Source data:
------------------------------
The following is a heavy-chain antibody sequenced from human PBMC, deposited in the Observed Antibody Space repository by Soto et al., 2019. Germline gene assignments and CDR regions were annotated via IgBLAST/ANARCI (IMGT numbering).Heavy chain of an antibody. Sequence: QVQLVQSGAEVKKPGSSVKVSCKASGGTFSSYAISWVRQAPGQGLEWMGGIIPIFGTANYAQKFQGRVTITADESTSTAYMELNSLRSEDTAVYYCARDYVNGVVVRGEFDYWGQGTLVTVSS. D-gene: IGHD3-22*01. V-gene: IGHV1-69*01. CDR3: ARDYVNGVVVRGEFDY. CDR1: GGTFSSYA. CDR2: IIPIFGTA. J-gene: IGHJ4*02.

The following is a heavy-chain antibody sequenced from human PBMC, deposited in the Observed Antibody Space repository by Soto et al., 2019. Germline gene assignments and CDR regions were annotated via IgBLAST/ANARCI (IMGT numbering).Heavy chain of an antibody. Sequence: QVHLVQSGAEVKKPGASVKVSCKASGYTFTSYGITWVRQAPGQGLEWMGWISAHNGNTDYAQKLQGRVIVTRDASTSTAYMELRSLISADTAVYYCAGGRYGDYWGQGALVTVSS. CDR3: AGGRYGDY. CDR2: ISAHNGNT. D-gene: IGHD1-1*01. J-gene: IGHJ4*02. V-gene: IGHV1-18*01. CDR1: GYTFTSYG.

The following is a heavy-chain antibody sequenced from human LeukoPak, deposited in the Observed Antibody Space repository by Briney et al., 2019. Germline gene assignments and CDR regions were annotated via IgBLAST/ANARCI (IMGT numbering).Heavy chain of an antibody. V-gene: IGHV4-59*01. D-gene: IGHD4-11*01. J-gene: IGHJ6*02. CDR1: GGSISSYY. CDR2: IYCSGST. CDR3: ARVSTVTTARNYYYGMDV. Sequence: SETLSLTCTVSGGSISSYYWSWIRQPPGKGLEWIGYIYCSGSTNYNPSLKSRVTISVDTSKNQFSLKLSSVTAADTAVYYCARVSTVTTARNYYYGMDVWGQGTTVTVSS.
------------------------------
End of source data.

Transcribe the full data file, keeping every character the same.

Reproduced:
The following is a heavy-chain antibody sequenced from human PBMC, deposited in the Observed Antibody Space repository by Soto et al., 2019. Germline gene assignments and CDR regions were annotated via IgBLAST/ANARCI (IMGT numbering).Heavy chain of an antibody. Sequence: QVQLVQSGAEVKKPGSSVKVSCKASGGTFSSYAISWVRQAPGQGLEWMGGIIPIFGTANYAQKFQGRVTITADESTSTAYMELNSLRSEDTAVYYCARDYVNGVVVRGEFDYWGQGTLVTVSS. D-gene: IGHD3-22*01. V-gene: IGHV1-69*01. CDR3: ARDYVNGVVVRGEFDY. CDR1: GGTFSSYA. CDR2: IIPIFGTA. J-gene: IGHJ4*02.

The following is a heavy-chain antibody sequenced from human PBMC, deposited in the Observed Antibody Space repository by Soto et al., 2019. Germline gene assignments and CDR regions were annotated via IgBLAST/ANARCI (IMGT numbering).Heavy chain of an antibody. Sequence: QVHLVQSGAEVKKPGASVKVSCKASGYTFTSYGITWVRQAPGQGLEWMGWISAHNGNTDYAQKLQGRVIVTRDASTSTAYMELRSLISADTAVYYCAGGRYGDYWGQGALVTVSS. CDR3: AGGRYGDY. CDR2: ISAHNGNT. D-gene: IGHD1-1*01. J-gene: IGHJ4*02. V-gene: IGHV1-18*01. CDR1: GYTFTSYG.

The following is a heavy-chain antibody sequenced from human LeukoPak, deposited in the Observed Antibody Space repository by Briney et al., 2019. Germline gene assignments and CDR regions were annotated via IgBLAST/ANARCI (IMGT numbering).Heavy chain of an antibody. V-gene: IGHV4-59*01. D-gene: IGHD4-11*01. J-gene: IGHJ6*02. CDR1: GGSISSYY. CDR2: IYCSGST. CDR3: ARVSTVTTARNYYYGMDV. Sequence: SETLSLTCTVSGGSISSYYWSWIRQPPGKGLEWIGYIYCSGSTNYNPSLKSRVTISVDTSKNQFSLKLSSVTAADTAVYYCARVSTVTTARNYYYGMDVWGQGTTVTVSS.